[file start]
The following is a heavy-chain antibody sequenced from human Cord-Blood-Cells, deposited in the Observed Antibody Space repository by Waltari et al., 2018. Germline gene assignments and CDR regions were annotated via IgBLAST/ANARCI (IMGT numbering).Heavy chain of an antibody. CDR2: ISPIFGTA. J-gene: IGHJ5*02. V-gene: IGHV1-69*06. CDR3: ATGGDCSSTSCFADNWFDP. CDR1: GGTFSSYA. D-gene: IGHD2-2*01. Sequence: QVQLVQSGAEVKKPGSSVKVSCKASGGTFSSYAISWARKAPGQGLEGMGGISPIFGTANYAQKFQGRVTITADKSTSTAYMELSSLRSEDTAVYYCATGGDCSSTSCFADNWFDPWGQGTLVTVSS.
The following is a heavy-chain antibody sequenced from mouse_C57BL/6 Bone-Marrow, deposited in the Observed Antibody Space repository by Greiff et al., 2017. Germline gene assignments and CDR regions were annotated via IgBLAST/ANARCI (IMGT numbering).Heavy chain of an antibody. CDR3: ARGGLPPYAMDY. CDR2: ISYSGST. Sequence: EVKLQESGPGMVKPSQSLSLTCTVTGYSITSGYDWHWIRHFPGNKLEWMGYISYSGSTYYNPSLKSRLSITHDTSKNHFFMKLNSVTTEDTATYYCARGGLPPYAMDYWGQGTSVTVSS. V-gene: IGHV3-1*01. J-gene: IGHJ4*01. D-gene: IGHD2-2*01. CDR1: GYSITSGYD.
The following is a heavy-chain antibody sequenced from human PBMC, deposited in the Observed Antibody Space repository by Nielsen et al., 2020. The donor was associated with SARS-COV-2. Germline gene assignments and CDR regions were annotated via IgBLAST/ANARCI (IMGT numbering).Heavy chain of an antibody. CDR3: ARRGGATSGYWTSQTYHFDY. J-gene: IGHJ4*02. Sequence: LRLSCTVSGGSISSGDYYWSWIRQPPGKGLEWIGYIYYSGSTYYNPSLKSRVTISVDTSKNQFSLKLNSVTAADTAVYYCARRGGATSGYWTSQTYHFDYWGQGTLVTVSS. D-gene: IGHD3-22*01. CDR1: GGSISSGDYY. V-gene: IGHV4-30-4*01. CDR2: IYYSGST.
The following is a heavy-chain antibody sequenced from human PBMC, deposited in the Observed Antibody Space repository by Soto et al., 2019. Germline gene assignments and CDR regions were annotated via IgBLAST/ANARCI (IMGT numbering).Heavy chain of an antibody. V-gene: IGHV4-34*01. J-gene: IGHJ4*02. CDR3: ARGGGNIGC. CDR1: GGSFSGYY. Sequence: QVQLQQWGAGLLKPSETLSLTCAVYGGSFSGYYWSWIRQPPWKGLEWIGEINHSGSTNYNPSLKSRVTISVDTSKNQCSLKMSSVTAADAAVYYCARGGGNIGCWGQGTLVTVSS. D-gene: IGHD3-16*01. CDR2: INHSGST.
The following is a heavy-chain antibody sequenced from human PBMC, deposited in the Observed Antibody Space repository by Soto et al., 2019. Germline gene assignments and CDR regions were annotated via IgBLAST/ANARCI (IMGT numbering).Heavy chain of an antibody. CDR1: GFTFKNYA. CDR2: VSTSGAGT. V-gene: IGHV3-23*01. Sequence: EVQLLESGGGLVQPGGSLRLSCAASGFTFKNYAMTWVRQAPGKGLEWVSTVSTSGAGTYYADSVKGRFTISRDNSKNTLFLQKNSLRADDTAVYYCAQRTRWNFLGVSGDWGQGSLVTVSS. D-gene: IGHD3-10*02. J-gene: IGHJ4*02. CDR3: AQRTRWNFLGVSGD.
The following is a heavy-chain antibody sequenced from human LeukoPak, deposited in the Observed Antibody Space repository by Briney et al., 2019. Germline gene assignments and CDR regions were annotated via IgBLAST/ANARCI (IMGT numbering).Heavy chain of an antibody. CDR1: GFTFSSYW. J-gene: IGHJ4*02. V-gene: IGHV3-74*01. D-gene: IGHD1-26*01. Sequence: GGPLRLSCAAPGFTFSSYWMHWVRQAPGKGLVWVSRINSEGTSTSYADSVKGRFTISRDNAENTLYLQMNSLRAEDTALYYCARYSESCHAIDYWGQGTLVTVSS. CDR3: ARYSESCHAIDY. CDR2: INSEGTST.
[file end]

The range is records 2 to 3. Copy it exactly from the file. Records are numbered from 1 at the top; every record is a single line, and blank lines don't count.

The following is a heavy-chain antibody sequenced from mouse_C57BL/6 Bone-Marrow, deposited in the Observed Antibody Space repository by Greiff et al., 2017. Germline gene assignments and CDR regions were annotated via IgBLAST/ANARCI (IMGT numbering).Heavy chain of an antibody. CDR3: ARGGLPPYAMDY. CDR2: ISYSGST. Sequence: EVKLQESGPGMVKPSQSLSLTCTVTGYSITSGYDWHWIRHFPGNKLEWMGYISYSGSTYYNPSLKSRLSITHDTSKNHFFMKLNSVTTEDTATYYCARGGLPPYAMDYWGQGTSVTVSS. V-gene: IGHV3-1*01. J-gene: IGHJ4*01. D-gene: IGHD2-2*01. CDR1: GYSITSGYD.
The following is a heavy-chain antibody sequenced from human PBMC, deposited in the Observed Antibody Space repository by Nielsen et al., 2020. The donor was associated with SARS-COV-2. Germline gene assignments and CDR regions were annotated via IgBLAST/ANARCI (IMGT numbering).Heavy chain of an antibody. CDR3: ARRGGATSGYWTSQTYHFDY. J-gene: IGHJ4*02. Sequence: LRLSCTVSGGSISSGDYYWSWIRQPPGKGLEWIGYIYYSGSTYYNPSLKSRVTISVDTSKNQFSLKLNSVTAADTAVYYCARRGGATSGYWTSQTYHFDYWGQGTLVTVSS. D-gene: IGHD3-22*01. CDR1: GGSISSGDYY. V-gene: IGHV4-30-4*01. CDR2: IYYSGST.